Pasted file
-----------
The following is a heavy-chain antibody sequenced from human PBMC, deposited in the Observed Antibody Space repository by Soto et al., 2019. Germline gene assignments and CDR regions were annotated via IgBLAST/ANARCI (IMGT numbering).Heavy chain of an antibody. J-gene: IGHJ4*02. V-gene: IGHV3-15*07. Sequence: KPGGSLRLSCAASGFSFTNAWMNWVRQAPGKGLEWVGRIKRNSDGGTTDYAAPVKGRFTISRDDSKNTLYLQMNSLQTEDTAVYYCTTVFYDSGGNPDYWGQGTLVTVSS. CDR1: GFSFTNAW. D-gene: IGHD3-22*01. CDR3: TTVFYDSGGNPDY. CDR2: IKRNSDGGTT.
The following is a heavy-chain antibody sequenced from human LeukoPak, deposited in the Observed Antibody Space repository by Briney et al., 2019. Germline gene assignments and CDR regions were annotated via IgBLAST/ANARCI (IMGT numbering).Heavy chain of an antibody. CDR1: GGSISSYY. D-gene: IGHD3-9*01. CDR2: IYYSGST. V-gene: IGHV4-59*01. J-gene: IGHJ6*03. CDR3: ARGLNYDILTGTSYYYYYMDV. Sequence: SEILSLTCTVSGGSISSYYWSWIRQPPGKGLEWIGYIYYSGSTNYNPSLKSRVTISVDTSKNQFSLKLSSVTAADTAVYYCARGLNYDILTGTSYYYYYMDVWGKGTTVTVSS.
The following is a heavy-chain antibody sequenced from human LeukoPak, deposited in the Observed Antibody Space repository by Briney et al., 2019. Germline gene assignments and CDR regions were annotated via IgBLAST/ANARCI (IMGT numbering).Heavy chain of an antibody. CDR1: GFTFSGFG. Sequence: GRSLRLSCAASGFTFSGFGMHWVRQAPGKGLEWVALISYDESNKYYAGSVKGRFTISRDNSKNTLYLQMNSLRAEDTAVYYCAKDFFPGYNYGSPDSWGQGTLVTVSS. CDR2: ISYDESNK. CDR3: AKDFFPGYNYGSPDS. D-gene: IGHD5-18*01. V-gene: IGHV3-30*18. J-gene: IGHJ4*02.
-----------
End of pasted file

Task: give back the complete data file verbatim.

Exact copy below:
The following is a heavy-chain antibody sequenced from human PBMC, deposited in the Observed Antibody Space repository by Soto et al., 2019. Germline gene assignments and CDR regions were annotated via IgBLAST/ANARCI (IMGT numbering).Heavy chain of an antibody. J-gene: IGHJ4*02. V-gene: IGHV3-15*07. Sequence: KPGGSLRLSCAASGFSFTNAWMNWVRQAPGKGLEWVGRIKRNSDGGTTDYAAPVKGRFTISRDDSKNTLYLQMNSLQTEDTAVYYCTTVFYDSGGNPDYWGQGTLVTVSS. CDR1: GFSFTNAW. D-gene: IGHD3-22*01. CDR3: TTVFYDSGGNPDY. CDR2: IKRNSDGGTT.
The following is a heavy-chain antibody sequenced from human LeukoPak, deposited in the Observed Antibody Space repository by Briney et al., 2019. Germline gene assignments and CDR regions were annotated via IgBLAST/ANARCI (IMGT numbering).Heavy chain of an antibody. CDR1: GGSISSYY. D-gene: IGHD3-9*01. CDR2: IYYSGST. V-gene: IGHV4-59*01. J-gene: IGHJ6*03. CDR3: ARGLNYDILTGTSYYYYYMDV. Sequence: SEILSLTCTVSGGSISSYYWSWIRQPPGKGLEWIGYIYYSGSTNYNPSLKSRVTISVDTSKNQFSLKLSSVTAADTAVYYCARGLNYDILTGTSYYYYYMDVWGKGTTVTVSS.
The following is a heavy-chain antibody sequenced from human LeukoPak, deposited in the Observed Antibody Space repository by Briney et al., 2019. Germline gene assignments and CDR regions were annotated via IgBLAST/ANARCI (IMGT numbering).Heavy chain of an antibody. CDR1: GFTFSGFG. Sequence: GRSLRLSCAASGFTFSGFGMHWVRQAPGKGLEWVALISYDESNKYYAGSVKGRFTISRDNSKNTLYLQMNSLRAEDTAVYYCAKDFFPGYNYGSPDSWGQGTLVTVSS. CDR2: ISYDESNK. CDR3: AKDFFPGYNYGSPDS. D-gene: IGHD5-18*01. V-gene: IGHV3-30*18. J-gene: IGHJ4*02.